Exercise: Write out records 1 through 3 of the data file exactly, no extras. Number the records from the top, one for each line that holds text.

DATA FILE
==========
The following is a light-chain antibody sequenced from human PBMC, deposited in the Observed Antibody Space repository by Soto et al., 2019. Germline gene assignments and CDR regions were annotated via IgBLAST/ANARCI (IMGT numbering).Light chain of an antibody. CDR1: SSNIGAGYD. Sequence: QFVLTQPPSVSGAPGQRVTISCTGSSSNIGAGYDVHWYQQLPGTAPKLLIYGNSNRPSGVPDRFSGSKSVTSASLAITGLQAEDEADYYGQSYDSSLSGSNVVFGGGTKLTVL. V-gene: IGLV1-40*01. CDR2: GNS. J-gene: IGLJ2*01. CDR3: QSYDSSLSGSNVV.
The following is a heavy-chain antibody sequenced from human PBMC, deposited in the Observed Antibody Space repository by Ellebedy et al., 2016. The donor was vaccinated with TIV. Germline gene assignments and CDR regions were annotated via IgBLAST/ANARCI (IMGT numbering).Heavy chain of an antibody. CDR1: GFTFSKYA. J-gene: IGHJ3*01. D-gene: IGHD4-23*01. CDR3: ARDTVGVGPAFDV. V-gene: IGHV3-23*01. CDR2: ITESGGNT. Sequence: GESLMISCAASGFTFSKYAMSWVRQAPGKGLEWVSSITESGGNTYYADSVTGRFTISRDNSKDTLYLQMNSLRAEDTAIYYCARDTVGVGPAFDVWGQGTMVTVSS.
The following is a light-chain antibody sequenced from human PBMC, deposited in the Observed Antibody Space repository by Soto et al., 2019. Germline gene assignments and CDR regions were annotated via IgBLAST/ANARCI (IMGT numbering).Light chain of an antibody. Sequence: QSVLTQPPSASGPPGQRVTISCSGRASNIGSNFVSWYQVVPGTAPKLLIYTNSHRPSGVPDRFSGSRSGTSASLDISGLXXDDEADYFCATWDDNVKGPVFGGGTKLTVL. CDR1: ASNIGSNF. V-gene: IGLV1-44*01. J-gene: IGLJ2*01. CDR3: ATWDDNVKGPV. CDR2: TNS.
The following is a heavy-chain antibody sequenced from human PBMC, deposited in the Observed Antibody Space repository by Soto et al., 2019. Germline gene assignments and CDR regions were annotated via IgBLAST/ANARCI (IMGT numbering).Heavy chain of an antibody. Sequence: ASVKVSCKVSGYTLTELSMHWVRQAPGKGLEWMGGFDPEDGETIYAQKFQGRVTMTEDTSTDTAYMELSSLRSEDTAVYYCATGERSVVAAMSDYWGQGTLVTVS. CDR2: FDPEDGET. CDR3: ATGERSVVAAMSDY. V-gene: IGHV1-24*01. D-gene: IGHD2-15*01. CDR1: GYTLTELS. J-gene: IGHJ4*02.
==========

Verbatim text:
The following is a light-chain antibody sequenced from human PBMC, deposited in the Observed Antibody Space repository by Soto et al., 2019. Germline gene assignments and CDR regions were annotated via IgBLAST/ANARCI (IMGT numbering).Light chain of an antibody. CDR1: SSNIGAGYD. Sequence: QFVLTQPPSVSGAPGQRVTISCTGSSSNIGAGYDVHWYQQLPGTAPKLLIYGNSNRPSGVPDRFSGSKSVTSASLAITGLQAEDEADYYGQSYDSSLSGSNVVFGGGTKLTVL. V-gene: IGLV1-40*01. CDR2: GNS. J-gene: IGLJ2*01. CDR3: QSYDSSLSGSNVV.
The following is a heavy-chain antibody sequenced from human PBMC, deposited in the Observed Antibody Space repository by Ellebedy et al., 2016. The donor was vaccinated with TIV. Germline gene assignments and CDR regions were annotated via IgBLAST/ANARCI (IMGT numbering).Heavy chain of an antibody. CDR1: GFTFSKYA. J-gene: IGHJ3*01. D-gene: IGHD4-23*01. CDR3: ARDTVGVGPAFDV. V-gene: IGHV3-23*01. CDR2: ITESGGNT. Sequence: GESLMISCAASGFTFSKYAMSWVRQAPGKGLEWVSSITESGGNTYYADSVTGRFTISRDNSKDTLYLQMNSLRAEDTAIYYCARDTVGVGPAFDVWGQGTMVTVSS.
The following is a light-chain antibody sequenced from human PBMC, deposited in the Observed Antibody Space repository by Soto et al., 2019. Germline gene assignments and CDR regions were annotated via IgBLAST/ANARCI (IMGT numbering).Light chain of an antibody. Sequence: QSVLTQPPSASGPPGQRVTISCSGRASNIGSNFVSWYQVVPGTAPKLLIYTNSHRPSGVPDRFSGSRSGTSASLDISGLXXDDEADYFCATWDDNVKGPVFGGGTKLTVL. CDR1: ASNIGSNF. V-gene: IGLV1-44*01. J-gene: IGLJ2*01. CDR3: ATWDDNVKGPV. CDR2: TNS.